U.S. Immigration law assumes that a person admitted to the United States as an immigrant will live in the United States permanently. Remaining outside the United States for more than 12 months may result in a loss of lawful permanent resident status. For detailed information, please review maintaining permanent residence and international travel as a permanent resident on the USCIS website.
Immigrants who hold permanent resident status (with the exception of U.S.Government personnel including military and direct-hire civil service employees, their spouses and minor children) and reside outside of the United States for more than 12 months without prior approval from U.S. Citizenship and Immigration Services (USCIS) must obtain a new immigrant visa to return to the United States. Prior approval from USCIS consists of a re-entry permit which can only be applied for in the United States. For more details on applying for a reentry permit please visit the USCIS website.
A former immigrant who has lost permanent resident status and desires to return to the United States as an immigrant must obtain a new immigrant visa based on either an approved immigrant petition or returning resident status. A U.S. relative (spouse, parent, adult son/daughter, or sibling) or U.S. employer may file an immigrant petition on behalf of the former immigrant.
The second way is for the immigrant to apply for returning resident status. An application for returning resident status requires evidence of the applicant’s continuing, unbroken ties to the United States, that the stay outside the United States was truly beyond the applicant’s control and that the intent of the applicant was to always return to the United States. Evidence may consist of continuous compliance with U.S. tax law, ownership of property and assets in the United States and maintenance of U.S. licenses and memberships. Having U.S. relatives, attending school overseas or stating an intent to return is generally insufficient.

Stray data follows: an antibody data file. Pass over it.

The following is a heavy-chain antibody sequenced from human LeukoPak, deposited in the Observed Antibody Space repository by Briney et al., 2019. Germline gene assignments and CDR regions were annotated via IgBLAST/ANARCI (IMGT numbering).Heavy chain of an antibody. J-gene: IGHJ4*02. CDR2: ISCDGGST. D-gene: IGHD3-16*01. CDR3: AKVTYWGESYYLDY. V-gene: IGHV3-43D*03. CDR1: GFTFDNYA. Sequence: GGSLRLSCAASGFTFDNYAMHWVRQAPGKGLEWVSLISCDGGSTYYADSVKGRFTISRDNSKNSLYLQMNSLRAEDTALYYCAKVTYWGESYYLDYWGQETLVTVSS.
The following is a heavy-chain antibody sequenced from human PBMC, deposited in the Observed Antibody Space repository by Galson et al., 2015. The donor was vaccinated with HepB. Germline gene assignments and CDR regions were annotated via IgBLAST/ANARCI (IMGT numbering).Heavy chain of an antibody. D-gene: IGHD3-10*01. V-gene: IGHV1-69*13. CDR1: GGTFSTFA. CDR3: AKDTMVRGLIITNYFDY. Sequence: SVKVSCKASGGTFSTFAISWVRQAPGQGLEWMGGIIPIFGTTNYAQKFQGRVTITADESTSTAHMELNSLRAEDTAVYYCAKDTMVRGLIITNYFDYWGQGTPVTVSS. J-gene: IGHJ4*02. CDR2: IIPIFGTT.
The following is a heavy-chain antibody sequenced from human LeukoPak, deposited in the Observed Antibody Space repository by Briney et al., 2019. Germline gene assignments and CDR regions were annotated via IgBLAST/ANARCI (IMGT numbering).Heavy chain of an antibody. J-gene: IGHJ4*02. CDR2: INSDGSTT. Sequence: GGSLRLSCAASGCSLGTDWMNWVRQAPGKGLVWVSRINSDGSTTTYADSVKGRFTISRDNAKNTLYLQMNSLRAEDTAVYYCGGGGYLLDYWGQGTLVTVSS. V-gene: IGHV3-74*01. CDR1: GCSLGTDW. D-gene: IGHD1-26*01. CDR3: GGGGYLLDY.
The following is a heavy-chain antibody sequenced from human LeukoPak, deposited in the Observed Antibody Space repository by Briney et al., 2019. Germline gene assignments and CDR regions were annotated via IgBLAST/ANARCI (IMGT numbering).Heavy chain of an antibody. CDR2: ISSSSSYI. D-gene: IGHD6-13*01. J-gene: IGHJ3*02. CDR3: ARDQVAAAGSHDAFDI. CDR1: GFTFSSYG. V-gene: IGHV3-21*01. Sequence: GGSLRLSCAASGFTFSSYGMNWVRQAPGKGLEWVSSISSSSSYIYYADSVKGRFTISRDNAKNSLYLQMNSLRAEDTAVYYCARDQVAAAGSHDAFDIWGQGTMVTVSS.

Expired/Expiring Green Card
If you are outside the United States and your green card will expire within six months (but you will return within one year of your departure from the United States and before the card expires), you should file for your renewal card as soon as you return to the United States.
According to U.S. Customs and Border Protection (CBP), if you have one of the following items, a boarding foil is not required*:
- An expired Permanent Resident Card with a 10-year expiration date
- An expired Permanent Resident Card (with a two-year validity), and a Form I-797, Notice of Action, indicating that status is extended. If you have an expired Green Card with a 2-year expiration date AND a Form I-797, Notice of Action, showing that they have filed a Form I-751 or Form I-829 to remove the conditions on their permanent resident status, the Form I-797 extends the validity of the card for a specified length of time, generally one year.
- Orders from the U.S. government (civilian or military) showing that time outside the Unites States was on official government business.
- A valid Reentry Permit
*Air carriers in Ghana may have different policies and requirements for boarding than those provided by U.S. Customs and Border Protection (CBP). Individuals should consult their air carrier for more information.